Updated 8/10/20, 1/29/21.
Sup friend and Welcome!!
Before we delve into the Shure SE425 vs. SE535, grab a snack, sit back and relax because…
You’ve come to the right place!!
What I will bring you in this review
I will outline the Shure SE425 and then compare/contrast it with the SE535 towards the end. 🙂
- Video Review
- Amp/DAC requirements
- Who these IEM’s benefit?
- Thoughts from Stu’s notepad
- Similarities & Differences
- Final Word
Now without further ado, let’s get rolling!
- Type: In-ear
- Frequency Response: 20Hz – 19kHz
- Sensitivity: 109 dB
- Impedance: 22 Ohm
- Color: Clear or Black
- Cable: 3.5 mm with 1/4″ adapter (64″ long)
The Shure SE425’s can be described as a mid-range oriented IEM with an accurate overall representation of sound. The chord is replaceable, and they come through crystal clear according to many.
A couple of things to note is that the bass is lacking, which is pretty much unanimous, even for folks who enjoy the headphone. The discrepancy comes in the 5-star reviewers, who claim that there is plenty of bass but you must have a good fit. Speaking of, it may be a challenge to get these in your ear and keep them there. Persevere!
These are more for audiophiles than bass heads. Check out Tyll Herstens’ review!!
- Good mid-range, very detailed, though some claim it’s a bit too forward.
- Highs sparkle. Not tinny or sibilant. What does sibilant mean?
- Overall detailed and clean sound signature. Pretty neutral. Think precision.
- Great Soundstage. What is Soundstage?
- Accurate representation/balanced.
- Replaceable chord and good cables.
- Good sound isolation.
- Cheap construction/plastic casing. Break right out of the box. The plastic casing of the actual earbud (the stem) that holds the tip seems to have a major design flaw, breaking at the point where it connects to the main part of the bud.
- Uncomfortable/hard to get a good seal and fit.
- Minimal bass. Keep in mind a good fit will reveal the bass response significantly more.
Apparently, they do require more power than your average IEM. How to choose a headphone amp! Bottom line is that I wouldn’t stress too hard about amplification for these.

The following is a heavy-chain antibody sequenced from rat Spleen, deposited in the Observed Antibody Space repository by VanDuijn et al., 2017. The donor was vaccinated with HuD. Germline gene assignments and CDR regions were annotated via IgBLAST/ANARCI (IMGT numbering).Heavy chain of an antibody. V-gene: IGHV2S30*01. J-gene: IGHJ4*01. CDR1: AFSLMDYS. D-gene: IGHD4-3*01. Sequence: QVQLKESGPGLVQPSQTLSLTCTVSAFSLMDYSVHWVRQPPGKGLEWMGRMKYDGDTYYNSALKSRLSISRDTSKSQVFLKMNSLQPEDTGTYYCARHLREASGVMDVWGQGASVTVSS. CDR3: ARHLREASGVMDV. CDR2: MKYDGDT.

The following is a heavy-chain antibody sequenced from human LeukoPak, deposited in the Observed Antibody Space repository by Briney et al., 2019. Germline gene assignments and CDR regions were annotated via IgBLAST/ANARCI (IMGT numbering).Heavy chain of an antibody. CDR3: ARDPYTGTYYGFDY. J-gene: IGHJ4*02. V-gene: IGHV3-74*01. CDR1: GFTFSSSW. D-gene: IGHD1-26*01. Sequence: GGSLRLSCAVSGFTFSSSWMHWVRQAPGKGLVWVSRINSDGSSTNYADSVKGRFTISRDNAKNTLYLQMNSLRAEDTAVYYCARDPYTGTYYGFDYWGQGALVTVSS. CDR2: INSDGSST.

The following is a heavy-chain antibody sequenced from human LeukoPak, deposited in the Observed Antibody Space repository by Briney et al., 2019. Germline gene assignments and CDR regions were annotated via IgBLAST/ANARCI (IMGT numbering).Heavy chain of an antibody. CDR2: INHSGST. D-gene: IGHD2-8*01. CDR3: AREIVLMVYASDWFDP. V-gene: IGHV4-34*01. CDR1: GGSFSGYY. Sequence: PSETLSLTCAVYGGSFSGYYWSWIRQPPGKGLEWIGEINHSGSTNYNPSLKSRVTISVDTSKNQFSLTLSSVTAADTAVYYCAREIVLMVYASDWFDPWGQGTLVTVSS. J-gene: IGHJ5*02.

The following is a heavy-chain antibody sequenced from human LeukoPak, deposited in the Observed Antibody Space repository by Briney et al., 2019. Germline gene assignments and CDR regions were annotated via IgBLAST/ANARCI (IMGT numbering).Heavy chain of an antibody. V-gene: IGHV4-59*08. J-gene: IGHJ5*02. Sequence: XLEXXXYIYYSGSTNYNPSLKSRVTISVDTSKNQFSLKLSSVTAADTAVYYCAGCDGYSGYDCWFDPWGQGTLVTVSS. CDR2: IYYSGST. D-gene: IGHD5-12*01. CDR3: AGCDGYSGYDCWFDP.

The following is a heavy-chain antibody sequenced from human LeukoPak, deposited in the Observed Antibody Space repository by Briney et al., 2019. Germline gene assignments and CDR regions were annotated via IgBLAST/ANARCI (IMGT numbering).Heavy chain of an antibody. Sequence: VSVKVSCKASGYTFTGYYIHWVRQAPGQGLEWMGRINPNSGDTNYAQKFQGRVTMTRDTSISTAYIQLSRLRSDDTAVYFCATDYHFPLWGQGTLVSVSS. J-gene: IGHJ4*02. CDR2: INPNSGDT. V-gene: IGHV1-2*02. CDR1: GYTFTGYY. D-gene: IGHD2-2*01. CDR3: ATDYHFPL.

Who these IEM’s benefit?
- Orchestral sound
- Live music
- Choral music
- Live monitoring
- Female vocals
Not as good for:
I wouldn’t use them for cycling, jogging, or biking. The sound isolation may actually be too good, causing you to not hear that mack truck charging right at you. Lol. I remember reading a few weeks ago that a guy almost got hit by a bus because he couldn’t hear anything going on outside of the earbuds.
Thoughts from Stu’s notepad
- The mid-range is good, but may actually overpower the bass and treble, causing the sound to become “nasally.”
- The bass on these gradually rolls off at around 100Hz. The treble is said to be rolled off as well.
- A lot of people like the SE535 or SE215 over the 425. Keep in mind the SE215 is a fairly V-shaped IEM.
- Some burn-in time will benefit these, as the sound starts to open up considerably after some time (10-12 hours minimum).
- A lot of folks like them best with the triple flange tips, which may improve the bass response.
- These do not have an inline mic with volume control.
- Be aware of the quality of your source. This is perhaps the single most important thing to consider when buying any IEM, or headphones for that matter.
- A lot of people say they’re not sure the 425’s are worth the $300 price tag.
- If you have the correct fit, then conversations outside of these should sound extremely muffled, to the point where it feels like you’re underwater. With music on, you shouldn’t hear a thing.
- It does lack some crispiness that brings out certain timbres of string instruments. What is Timbre?
Great mid-range and treble, lacking bass without a good fit. Becomes uncomfortable over time. Construction is suspect. Provides an accurate representation of sound. Good isolation.
Similarities & Differences
- The fit on the SE535 and SE425 is pretty much identical.
- Both still sound pretty laid back, despite the differences listed below.
- Both require different ear-tips. They cannot be used interchangeably.
- The SE535’s may sound more intimate, meaning closer to you and more amplified. The 425’s are more distant.
- The 535’s have better Soundstage and instrument separation, as well as being more detailed.
- The 535’s are smoother and fuller.
- The 535 is more balanced over the spectrum than the 425.
- The 535 has better sub-bass and less overall roll-off below 100Hz. The 535’s is basically a flat line, which is my preferred response.
- The 535’s are more versatile for a wider range of genres because the sound is more even across the spectrum.
- The mid-range peak on the 425 is a bit more in your face and intense vs. the smaller peaks at 2 and 3 kHz on the 535.
I would say the 535’s sound signature is handled better in the mid-range and is the better solution.
- SE425 = 4kHz peak that can become problematic.
- SE535 = Smoother overall response, flatter, better mid-range (less in your face), flat bass, and plenty of slam. Treble is handled better at 6kHz as well. The 425 takes a nosedive around that area and can sound kind of wonky.
With that being said, I would go with the SE535 and call it a day. It’s going to be less fatiguing and sound more even across the frequency spectrum.
Well, that’s about it for today my friend! I hope you’ve enjoyed this article on the Shure SE425 vs. SE535.
Questions? Comments? Requests? Did I miss the mark on something? Please let me know down below or Contact me!!
Which of these tickles your pickle? I would love to hear from you. Until next time…
All the best and God bless,